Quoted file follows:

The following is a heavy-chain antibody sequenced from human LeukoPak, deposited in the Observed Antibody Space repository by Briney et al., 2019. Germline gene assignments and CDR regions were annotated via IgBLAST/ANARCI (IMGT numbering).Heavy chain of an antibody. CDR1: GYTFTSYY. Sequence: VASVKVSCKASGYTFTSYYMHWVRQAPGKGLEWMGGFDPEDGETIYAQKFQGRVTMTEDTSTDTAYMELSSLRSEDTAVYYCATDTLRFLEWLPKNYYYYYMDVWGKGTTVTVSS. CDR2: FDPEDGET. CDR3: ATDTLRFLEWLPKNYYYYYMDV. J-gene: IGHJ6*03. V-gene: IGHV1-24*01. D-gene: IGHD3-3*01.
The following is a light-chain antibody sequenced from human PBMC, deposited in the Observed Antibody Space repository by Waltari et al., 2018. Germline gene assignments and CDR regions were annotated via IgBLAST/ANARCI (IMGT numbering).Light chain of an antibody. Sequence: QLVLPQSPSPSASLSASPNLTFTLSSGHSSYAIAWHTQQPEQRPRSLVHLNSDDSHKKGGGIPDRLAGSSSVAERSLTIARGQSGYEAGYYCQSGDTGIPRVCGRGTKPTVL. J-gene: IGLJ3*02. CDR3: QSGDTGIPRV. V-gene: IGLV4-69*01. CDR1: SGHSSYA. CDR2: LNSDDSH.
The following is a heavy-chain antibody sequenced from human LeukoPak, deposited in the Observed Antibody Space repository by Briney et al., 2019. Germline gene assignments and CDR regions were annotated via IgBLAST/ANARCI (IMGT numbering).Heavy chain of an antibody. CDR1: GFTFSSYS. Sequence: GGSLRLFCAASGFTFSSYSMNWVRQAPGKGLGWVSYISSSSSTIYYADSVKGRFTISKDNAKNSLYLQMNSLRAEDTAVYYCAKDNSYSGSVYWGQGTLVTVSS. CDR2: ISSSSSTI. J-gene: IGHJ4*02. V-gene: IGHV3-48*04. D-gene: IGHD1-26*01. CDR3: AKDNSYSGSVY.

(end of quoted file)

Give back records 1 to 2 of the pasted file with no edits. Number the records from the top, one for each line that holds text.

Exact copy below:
The following is a heavy-chain antibody sequenced from human LeukoPak, deposited in the Observed Antibody Space repository by Briney et al., 2019. Germline gene assignments and CDR regions were annotated via IgBLAST/ANARCI (IMGT numbering).Heavy chain of an antibody. CDR1: GYTFTSYY. Sequence: VASVKVSCKASGYTFTSYYMHWVRQAPGKGLEWMGGFDPEDGETIYAQKFQGRVTMTEDTSTDTAYMELSSLRSEDTAVYYCATDTLRFLEWLPKNYYYYYMDVWGKGTTVTVSS. CDR2: FDPEDGET. CDR3: ATDTLRFLEWLPKNYYYYYMDV. J-gene: IGHJ6*03. V-gene: IGHV1-24*01. D-gene: IGHD3-3*01.
The following is a light-chain antibody sequenced from human PBMC, deposited in the Observed Antibody Space repository by Waltari et al., 2018. Germline gene assignments and CDR regions were annotated via IgBLAST/ANARCI (IMGT numbering).Light chain of an antibody. Sequence: QLVLPQSPSPSASLSASPNLTFTLSSGHSSYAIAWHTQQPEQRPRSLVHLNSDDSHKKGGGIPDRLAGSSSVAERSLTIARGQSGYEAGYYCQSGDTGIPRVCGRGTKPTVL. J-gene: IGLJ3*02. CDR3: QSGDTGIPRV. V-gene: IGLV4-69*01. CDR1: SGHSSYA. CDR2: LNSDDSH.